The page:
Take a moment now to reach out any way that you can to one another. For we all have a hurricane within, some are category five, some four, some lesser level threes, some two or level one and some are tropical storms, not as intense. Just some wind and rain. But we all know the feeling of being overwhelmed by a strange and unwelcome stirring within that we wish we could stop. We need help.

What we can stop is the fear of being unloved. We can show our love and care by expressing them now. Do not wait. The hurricane is coming. We can prepare our minds and hearts. We can love one another. This is what we do as a human family. This is who we are when looking into the eye of the hurricane. Instead of closing our eyes, we open them and we gaze upon each other with love. 

For the Love of Brains

May is Mental Health Awareness Month, and May 4 is declared by the White House as National Mental Health Awareness Day. Let’s just come out and say it: brains. I have a seven year old son and so it’s  hard for me to say this word without hearing the zombie character from the 2012 film ParaNorman gurgling, “braaaaaaanes!” In the past year I have come to embrace the fact that mental health is the same as brain health, accepting  that mental illness is just as much a physical issue as heart disease and diabetes.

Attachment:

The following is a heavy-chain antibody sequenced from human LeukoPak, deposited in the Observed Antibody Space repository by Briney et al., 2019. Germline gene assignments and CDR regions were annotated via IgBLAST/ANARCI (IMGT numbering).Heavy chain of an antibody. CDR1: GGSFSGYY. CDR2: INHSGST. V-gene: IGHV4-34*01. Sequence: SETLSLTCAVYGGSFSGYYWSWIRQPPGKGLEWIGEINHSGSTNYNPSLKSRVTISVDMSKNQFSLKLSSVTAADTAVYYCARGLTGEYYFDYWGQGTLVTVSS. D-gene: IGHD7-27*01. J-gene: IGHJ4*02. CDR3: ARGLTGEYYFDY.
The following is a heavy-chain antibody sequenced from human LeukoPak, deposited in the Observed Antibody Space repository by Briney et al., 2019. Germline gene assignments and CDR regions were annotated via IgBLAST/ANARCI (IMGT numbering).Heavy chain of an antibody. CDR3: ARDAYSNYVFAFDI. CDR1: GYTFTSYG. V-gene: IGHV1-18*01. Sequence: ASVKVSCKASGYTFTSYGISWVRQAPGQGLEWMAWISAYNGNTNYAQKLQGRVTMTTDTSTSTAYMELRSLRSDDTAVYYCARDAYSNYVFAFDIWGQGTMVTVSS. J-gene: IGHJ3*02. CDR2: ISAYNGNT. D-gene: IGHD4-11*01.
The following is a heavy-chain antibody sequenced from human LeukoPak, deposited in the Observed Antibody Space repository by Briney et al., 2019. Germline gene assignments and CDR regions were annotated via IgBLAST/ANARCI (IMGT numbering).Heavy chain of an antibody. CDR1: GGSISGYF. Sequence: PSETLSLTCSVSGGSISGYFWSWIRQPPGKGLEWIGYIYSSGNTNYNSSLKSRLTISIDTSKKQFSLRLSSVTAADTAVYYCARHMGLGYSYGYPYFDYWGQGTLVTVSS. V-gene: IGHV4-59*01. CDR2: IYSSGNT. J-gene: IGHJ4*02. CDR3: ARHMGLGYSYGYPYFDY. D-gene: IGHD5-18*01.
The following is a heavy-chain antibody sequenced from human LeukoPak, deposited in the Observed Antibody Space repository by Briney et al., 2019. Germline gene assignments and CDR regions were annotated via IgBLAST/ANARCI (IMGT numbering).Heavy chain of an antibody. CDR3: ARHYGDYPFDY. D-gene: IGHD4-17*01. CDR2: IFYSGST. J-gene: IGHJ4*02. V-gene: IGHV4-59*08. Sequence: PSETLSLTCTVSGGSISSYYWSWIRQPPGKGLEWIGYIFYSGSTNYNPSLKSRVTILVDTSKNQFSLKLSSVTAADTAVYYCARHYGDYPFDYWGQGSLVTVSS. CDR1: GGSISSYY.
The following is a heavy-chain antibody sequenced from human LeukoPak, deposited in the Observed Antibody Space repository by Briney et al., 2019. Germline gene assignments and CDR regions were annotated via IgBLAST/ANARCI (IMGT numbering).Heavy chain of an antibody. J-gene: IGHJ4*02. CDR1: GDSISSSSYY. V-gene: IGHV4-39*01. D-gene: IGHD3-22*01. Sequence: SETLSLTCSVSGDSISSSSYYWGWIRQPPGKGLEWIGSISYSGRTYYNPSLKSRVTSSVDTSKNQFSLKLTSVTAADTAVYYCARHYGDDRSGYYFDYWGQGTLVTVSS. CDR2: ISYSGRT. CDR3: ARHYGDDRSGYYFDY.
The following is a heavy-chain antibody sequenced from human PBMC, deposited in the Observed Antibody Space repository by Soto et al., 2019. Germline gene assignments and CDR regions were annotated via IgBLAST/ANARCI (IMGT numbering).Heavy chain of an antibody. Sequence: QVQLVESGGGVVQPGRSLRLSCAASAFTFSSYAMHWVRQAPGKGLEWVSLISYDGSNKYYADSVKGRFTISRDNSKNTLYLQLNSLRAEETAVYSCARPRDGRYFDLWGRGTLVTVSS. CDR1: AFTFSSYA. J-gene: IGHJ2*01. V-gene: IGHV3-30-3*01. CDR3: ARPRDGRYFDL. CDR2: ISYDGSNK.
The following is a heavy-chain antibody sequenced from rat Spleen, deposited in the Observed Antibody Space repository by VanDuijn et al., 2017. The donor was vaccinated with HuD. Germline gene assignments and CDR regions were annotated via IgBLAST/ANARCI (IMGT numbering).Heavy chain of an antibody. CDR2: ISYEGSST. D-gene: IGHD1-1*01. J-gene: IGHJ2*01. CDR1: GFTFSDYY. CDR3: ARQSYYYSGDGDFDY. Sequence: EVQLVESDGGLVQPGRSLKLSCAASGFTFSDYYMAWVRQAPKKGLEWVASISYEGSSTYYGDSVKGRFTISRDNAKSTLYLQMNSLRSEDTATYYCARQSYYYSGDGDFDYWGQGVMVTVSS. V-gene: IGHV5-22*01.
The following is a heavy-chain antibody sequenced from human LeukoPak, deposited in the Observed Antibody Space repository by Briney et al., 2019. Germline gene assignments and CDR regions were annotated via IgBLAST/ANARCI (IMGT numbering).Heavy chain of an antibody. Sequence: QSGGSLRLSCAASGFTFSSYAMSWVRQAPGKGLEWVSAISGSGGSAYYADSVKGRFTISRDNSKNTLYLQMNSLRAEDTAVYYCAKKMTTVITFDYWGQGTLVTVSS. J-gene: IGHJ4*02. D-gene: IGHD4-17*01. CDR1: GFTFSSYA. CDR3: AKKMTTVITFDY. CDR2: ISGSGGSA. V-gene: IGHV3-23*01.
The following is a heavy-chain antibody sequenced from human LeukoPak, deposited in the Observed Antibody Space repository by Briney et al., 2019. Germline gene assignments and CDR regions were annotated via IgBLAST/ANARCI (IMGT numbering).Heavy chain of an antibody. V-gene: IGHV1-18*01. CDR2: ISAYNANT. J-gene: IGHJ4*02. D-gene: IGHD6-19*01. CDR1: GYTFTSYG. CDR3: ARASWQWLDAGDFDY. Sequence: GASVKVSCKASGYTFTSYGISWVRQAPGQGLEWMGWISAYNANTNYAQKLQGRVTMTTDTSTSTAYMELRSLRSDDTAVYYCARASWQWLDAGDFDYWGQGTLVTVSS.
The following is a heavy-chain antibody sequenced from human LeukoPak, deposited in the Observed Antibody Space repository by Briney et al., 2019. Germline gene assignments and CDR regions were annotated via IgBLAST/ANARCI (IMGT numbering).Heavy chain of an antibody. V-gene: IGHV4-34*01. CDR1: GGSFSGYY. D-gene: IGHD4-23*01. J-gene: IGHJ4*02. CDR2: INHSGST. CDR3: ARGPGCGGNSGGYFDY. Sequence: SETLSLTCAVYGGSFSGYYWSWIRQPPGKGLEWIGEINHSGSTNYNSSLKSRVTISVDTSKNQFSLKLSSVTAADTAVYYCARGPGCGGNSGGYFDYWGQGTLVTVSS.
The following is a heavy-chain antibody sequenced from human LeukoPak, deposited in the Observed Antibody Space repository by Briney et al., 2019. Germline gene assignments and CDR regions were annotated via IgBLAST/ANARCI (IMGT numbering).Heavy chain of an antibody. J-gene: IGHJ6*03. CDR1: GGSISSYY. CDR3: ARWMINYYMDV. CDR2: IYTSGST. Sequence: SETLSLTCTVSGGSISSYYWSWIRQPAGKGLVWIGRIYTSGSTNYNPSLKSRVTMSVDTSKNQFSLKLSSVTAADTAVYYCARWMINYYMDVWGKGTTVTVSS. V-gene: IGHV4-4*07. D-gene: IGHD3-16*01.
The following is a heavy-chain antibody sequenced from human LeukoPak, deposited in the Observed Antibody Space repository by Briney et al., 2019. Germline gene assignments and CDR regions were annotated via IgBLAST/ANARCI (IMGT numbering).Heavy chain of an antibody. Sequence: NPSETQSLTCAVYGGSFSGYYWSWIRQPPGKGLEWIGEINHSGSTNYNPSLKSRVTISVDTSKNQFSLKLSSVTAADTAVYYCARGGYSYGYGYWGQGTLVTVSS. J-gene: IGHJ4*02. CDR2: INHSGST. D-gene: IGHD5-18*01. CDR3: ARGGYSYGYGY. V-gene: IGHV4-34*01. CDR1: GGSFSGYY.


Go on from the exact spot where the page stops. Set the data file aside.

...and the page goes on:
Even as common as mental illness is in the US (one out of every four) still the stigma that we encounter related to mental illness is real and prevents people from getting help. Stigma can be deadly. 

I wonder if some of the stigma would decrease if we made an intentional shift in the way we think and talk about mental health and mental illness by focusing on its physical nature. By focusing on the brain, we focus in on the key area of the body where the illness originates. As we learn more through research about the physical nature of mental illness, and what is actually happening in the brain, we realize that people who have depression, anxiety and bipolar disorder have what is most often an “invisible disease” of the brain.